(We mention in passing that there was no evidence that defendant was mentally ill or intoxicated at the time of the shootings.)
Although the evidence of the fatal affray is both conflicting and confused as to who shot whom and when, some of it supported the inference that defendant had been shot in the abdomen before he fired any shots himself. Given this sequence, defendant's testimony of his sensations when shot — supplemented to a degree, as it was, by Dr. Diamond's opinion based upon the nature of the abdominal wound — supported the further inference that defendant was in a state of unconsciousness when Officer Frey was shot.
Defendant's testimony suggested that Officer Frey wounded him with the first shot fired. However, the absence of powder deposits on his (defendant's) clothing would indicate that Officer Heanes, not Frey, shot him. Grier's testimony was explicit as to this sequence: i.e., that Heanes. struck by the first bullet fired, shot at defendant before the latter commenced firing at Frey. (See text at fn. 3, ante.) Heanes' account, while less precise on this subject (see text at fn. 2, ante) also supports the inference that he shot defendant (in the "midsection") before Officer Frey was shot by anyone.
(1) Where not self-induced, as by voluntary intoxication or the equivalent (of which there is no evidence here, as we pointed out in fn. 8, ante), unconsciousness is a complete defense to a charge of criminal homicide. (Pen. Code, § 26, subd. Five; People v. Graham (1969) 71 Cal.2d 303, 316-317 [ 78 Cal.Rptr. 217, 455 P.2d 153]; People v. Wilson (1967) 66 Cal.2d 749, 760-762 [ 59 Cal.Rptr. 156, 427 P.2d 820].) "Unconsciousness," as the term is used in the rule just cited, need not reach the physical dimensions commonly associated with the term (coma, inertia, incapability of locomotion or manual action, and so on); it can exist — and the above-stated rule can apply — where the subject physically acts in fact but is not, at the time, conscious of acting. The statute underlying the rule makes this clear, as does one of the unconsciousness instructions originally requested by defendant. (See also People v. Roerman (1961) 189 Cal.App.2d 150, 160-163 [ 10 Cal.Rptr. 870] and cases cited.) Thus, the rule has been invoked in many cases where the actor fired multiple gunshots while inferably in a state of such "unconsciousness" (e.g., People v. Coogler (1969) 71 Cal.2d 153, 157-159, 161-166, 169 [ 77 Cal.Rptr. 790, 454 P.2d 686]; People v. Wilson, supra, at pp. 752-753, 755-756, 761-763; People v. Bridgehouse (1956) 47 Cal.2d 406, 409-411, 414 [ 303 P.2d 1018]; People v. Moore (1970) 5 Cal.App.3d 486, 488-490, 492 [ 85 Cal.Rptr. 194]; People v. Edgmon (1968) 267 Cal.App.2d 759, 762-763, 764 fn. 5, [ 73 Cal.Rptr. 634]; People v. Cox (1944) 67 Cal.App.2d 166, 169-173 [ 153 P.2d 362]), including some in which the only evidence of "unconsciousness" was the actor's own testimony that he did not recall the shooting. (E.g., People v. Wilson, supra, at pp. 755-756, 762; People v. Bridgehouse, supra, at pp. 409-411.)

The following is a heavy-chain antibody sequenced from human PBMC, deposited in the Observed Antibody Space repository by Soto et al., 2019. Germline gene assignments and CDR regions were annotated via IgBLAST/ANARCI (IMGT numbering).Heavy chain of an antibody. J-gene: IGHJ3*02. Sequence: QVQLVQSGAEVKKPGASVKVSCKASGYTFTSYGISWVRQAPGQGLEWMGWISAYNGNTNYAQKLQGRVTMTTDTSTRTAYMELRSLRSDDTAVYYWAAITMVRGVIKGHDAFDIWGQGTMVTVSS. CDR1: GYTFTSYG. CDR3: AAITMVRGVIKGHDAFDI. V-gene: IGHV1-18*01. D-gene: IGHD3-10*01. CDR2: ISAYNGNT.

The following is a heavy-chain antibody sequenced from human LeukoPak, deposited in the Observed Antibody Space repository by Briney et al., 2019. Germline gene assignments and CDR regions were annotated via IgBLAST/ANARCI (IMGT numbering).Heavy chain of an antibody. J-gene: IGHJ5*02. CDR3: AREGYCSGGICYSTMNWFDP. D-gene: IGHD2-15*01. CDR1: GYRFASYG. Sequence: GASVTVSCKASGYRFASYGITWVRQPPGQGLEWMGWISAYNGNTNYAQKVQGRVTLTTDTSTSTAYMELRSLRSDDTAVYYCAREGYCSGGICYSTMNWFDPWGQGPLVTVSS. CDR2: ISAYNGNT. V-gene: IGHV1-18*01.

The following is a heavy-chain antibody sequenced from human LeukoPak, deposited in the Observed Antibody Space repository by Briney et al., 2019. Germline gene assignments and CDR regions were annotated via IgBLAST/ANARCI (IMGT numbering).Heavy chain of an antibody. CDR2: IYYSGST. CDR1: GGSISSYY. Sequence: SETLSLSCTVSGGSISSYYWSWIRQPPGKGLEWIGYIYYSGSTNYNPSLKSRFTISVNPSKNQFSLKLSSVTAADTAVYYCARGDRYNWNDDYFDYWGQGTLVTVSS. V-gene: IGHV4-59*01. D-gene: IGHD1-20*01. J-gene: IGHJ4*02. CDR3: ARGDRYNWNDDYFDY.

As was true of Officer Heanes, according to his testimony (see fn. 2, ante), during part of the shooting episode in the present case.
Penal Code section 26 provides in pertinent part that "All persons are capable of committing crimes except those belonging to the following classes: . . . Five-Persons who committed the act charged without being conscious thereof." (Italics added.)